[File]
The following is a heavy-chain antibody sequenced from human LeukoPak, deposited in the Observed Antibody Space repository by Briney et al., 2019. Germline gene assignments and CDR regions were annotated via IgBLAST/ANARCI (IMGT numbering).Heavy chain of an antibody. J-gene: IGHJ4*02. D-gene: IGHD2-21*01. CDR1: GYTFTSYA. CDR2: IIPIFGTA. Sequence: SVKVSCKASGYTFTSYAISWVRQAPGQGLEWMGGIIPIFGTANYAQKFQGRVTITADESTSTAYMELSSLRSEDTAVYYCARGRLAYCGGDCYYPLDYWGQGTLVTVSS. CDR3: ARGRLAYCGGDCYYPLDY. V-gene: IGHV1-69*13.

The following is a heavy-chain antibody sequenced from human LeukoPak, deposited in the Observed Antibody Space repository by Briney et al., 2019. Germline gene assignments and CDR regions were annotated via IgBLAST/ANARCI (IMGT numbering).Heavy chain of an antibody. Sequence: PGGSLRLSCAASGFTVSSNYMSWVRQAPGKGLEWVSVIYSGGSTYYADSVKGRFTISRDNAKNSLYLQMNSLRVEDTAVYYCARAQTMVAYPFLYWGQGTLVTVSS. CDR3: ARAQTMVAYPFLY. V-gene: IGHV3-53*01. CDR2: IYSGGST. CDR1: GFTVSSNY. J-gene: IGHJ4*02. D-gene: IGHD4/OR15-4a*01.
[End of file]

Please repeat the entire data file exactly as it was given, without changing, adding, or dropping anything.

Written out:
The following is a heavy-chain antibody sequenced from human LeukoPak, deposited in the Observed Antibody Space repository by Briney et al., 2019. Germline gene assignments and CDR regions were annotated via IgBLAST/ANARCI (IMGT numbering).Heavy chain of an antibody. J-gene: IGHJ4*02. D-gene: IGHD2-21*01. CDR1: GYTFTSYA. CDR2: IIPIFGTA. Sequence: SVKVSCKASGYTFTSYAISWVRQAPGQGLEWMGGIIPIFGTANYAQKFQGRVTITADESTSTAYMELSSLRSEDTAVYYCARGRLAYCGGDCYYPLDYWGQGTLVTVSS. CDR3: ARGRLAYCGGDCYYPLDY. V-gene: IGHV1-69*13.

The following is a heavy-chain antibody sequenced from human LeukoPak, deposited in the Observed Antibody Space repository by Briney et al., 2019. Germline gene assignments and CDR regions were annotated via IgBLAST/ANARCI (IMGT numbering).Heavy chain of an antibody. Sequence: PGGSLRLSCAASGFTVSSNYMSWVRQAPGKGLEWVSVIYSGGSTYYADSVKGRFTISRDNAKNSLYLQMNSLRVEDTAVYYCARAQTMVAYPFLYWGQGTLVTVSS. CDR3: ARAQTMVAYPFLY. V-gene: IGHV3-53*01. CDR2: IYSGGST. CDR1: GFTVSSNY. J-gene: IGHJ4*02. D-gene: IGHD4/OR15-4a*01.